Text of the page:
The first commercial paper issuers to go were structured vehicles that didn’t have committed bank lines of liquidity support, but instead supported their commercial paper issues by contractual terms that could force liquidation in order to pay up on the commercial paper. Structured Investment Vehicles (SIVs) are examples. Shortly thereafter structured vehicles that did have bank lines of liquidity support, such as CDOs and MBS (only a small fraction of which were financed with commercial paper), drew down the bank liquidity lines with dramatic effects on the balance sheets of the banks involved. To protect the banks from catastrophe the Federal Reserve gave them special regulatory exemptions (see the Supervisory Letters to Citibank, Bank of America, and JP Morgan Chase dated August 20, 2007 and to other banks in subsequent months) and permitted banks to pledge at the discount window ABCP for which they provided back up lines of credit (WSJ Aug 27 2007). These exemptions together with the Term Auction Facility made it possible for the ABCP market to deflate slowly over the course of three years, rather than collapsing quickly and taking a few banks with it.

In short in 2007 the Federal Reserve let a variety of different shadow bank models collapse, while protecting the banks and stabilizing the money supply by keeping the ABCP market from collapsing too quickly. These decisions were classic lender of last resort decisions that had the effect of allowing some entities to fail and other to survive with central bank support. They are also fairly uncontroversial: just about everybody agrees that the Fed acted appropriately at this point in the crisis.

B. From 2007 to 2008 a huge number of structured finance vehicles went Boom

At the same time some of the more esoteric structured vehicles that issued longer term obligations but also relied on liquidation triggers to support their issues blew up. Examples of this category include Leveraged Super Senior CDOs and Constant Proportion Debt Obligations. In a leveraged super senior CDO investors pay, for example, $60 million to earn 1.5% per annum spread over safe assets by selling an insurance policy (that is, CDS protection) on the $750 million most senior tranche of a CDO. Because the investors are putting up so little money the LSS CDO has a liquidation trigger, so that if the insured tranche falls by, for example, 4% in value, the structured liquidates, and an alternate insurance policy is purchased on the market. The investors then get whatever is left after the insured party is protected. These structures all blew up in 2007.

The Constant Proportion Debt Obligation was an even crazier product. Instead of insuring only the senior most tranche of a CDO, it sold insurance on a high grade bond index, including 125 names. Because there were no subordinated tranches to protect it from losses, the insurance premium was higher. The CPDO was structured to take the excess insurance premium (i.e. that which was not paid out as a bond yield to the marks who “invested” in this AAA-rated product) and put it aside. If everything goes well in three years the CPDO can stop insuring debt and pay the promised yield by just investing in safe assets. Of course, if everything goes badly, liquidation triggers are hit and the investor loses. Guess what happened in 2007?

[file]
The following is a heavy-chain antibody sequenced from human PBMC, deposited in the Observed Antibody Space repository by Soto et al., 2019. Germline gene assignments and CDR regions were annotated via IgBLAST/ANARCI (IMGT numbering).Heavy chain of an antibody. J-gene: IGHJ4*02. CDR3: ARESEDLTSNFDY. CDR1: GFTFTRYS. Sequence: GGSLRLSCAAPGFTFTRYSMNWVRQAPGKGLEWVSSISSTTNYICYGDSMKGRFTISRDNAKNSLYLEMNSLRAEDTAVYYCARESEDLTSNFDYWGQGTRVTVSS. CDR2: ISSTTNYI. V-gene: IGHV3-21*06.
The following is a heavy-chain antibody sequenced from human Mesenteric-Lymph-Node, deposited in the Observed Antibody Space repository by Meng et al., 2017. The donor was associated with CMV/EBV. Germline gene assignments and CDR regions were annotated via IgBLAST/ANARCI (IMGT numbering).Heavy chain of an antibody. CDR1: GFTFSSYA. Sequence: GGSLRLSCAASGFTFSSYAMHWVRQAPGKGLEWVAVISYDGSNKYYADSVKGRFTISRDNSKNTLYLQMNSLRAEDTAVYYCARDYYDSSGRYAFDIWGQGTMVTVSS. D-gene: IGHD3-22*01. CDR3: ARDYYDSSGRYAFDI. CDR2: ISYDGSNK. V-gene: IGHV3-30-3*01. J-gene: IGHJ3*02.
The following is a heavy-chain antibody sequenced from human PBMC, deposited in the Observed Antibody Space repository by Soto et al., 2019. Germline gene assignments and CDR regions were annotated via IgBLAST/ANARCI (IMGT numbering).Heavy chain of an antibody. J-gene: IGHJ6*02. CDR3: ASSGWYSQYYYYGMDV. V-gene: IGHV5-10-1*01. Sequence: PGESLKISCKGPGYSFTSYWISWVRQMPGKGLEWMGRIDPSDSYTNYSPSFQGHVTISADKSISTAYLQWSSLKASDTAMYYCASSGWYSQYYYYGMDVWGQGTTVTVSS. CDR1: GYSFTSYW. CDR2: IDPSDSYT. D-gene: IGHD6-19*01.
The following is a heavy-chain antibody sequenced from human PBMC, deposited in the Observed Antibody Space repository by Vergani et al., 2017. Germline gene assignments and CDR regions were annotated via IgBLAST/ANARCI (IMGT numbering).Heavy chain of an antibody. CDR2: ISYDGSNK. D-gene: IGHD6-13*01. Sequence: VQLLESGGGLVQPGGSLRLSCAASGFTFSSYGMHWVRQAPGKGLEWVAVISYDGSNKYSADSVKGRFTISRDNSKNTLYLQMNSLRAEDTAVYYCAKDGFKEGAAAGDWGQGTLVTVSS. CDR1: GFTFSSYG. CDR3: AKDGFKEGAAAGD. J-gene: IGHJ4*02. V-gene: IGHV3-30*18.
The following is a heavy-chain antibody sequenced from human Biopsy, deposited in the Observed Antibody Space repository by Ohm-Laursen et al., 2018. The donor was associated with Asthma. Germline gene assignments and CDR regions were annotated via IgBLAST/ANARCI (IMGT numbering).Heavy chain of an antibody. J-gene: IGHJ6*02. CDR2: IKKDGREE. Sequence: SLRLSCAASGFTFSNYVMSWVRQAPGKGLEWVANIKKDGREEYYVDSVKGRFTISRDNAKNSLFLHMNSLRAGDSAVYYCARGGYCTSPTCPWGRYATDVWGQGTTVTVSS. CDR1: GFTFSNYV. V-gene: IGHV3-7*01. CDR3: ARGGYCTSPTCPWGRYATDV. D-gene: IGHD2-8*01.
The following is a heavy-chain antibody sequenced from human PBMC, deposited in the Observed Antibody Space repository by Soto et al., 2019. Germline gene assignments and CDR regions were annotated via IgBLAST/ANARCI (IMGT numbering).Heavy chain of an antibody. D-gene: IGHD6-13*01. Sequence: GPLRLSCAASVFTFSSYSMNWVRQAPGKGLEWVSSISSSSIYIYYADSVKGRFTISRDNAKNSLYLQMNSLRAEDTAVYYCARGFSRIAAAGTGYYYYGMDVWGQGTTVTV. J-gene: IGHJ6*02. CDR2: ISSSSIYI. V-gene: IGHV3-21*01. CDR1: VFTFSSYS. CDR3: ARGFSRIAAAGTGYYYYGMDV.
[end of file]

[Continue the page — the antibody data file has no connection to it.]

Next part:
CDO squared and ABS CDO’s are similarly products that pay an investor a bond-like yield to take an equity-like risk. They, however, had tranches that were rated up to AAA by the rating agencies, and in some cases even the brokers selling the products appeared to believe that they were just another kind of bond. Cordell, Huang & Williams (2012) found that the AAA-rated ABS CDO bonds lost more than half their value. More specifically they found that median junior AAA-rated ABS CDO bond lost 100% of its value, and that senior AAA-rated ABS CDO bonds did better, but also lost more than half of their value. And virtually every bond rated below AAA lost all of its value (Table 12). Now that investors understand this product, they won’t touch it with a ten foot pole.

C. Private Label Mortgage Backed Securitization evaporates

Underlying the losses on ABS CDOs were losses on private label mortgage backed securities. 75% of ABS CDO issuance was in the years 2005-2007 and over these years 68-78% of the collateral in ABS CDOs was private label mortgage collateral
(again from the great paper by Cordell, Huang and Williams Figure 2).

Cordell, Huang and Williams also finds that the lower tranches of subprime MBS were apparently never sold in any significant numbers to investors. Instead they were placed into CDOs (p. 9). This inability to place the lower rated tranches as well as other structural problems with the treatment of investors may explain the complete collapse of the private label MBS market, which is documented in Goodman 2015.

 

In short, SIVs, CDOs, and private label MBS were all effectively shadow banks that provided financing to the real economy during their lifetimes, but were not structured in a way that made them viable long term products. Thus, they disappeared as soon as they were exposed to an adverse environment. When this happened, the funding they had provided to the real economy disappeared (see Mian and Sufi 2018). This showed up as funding stress on the market.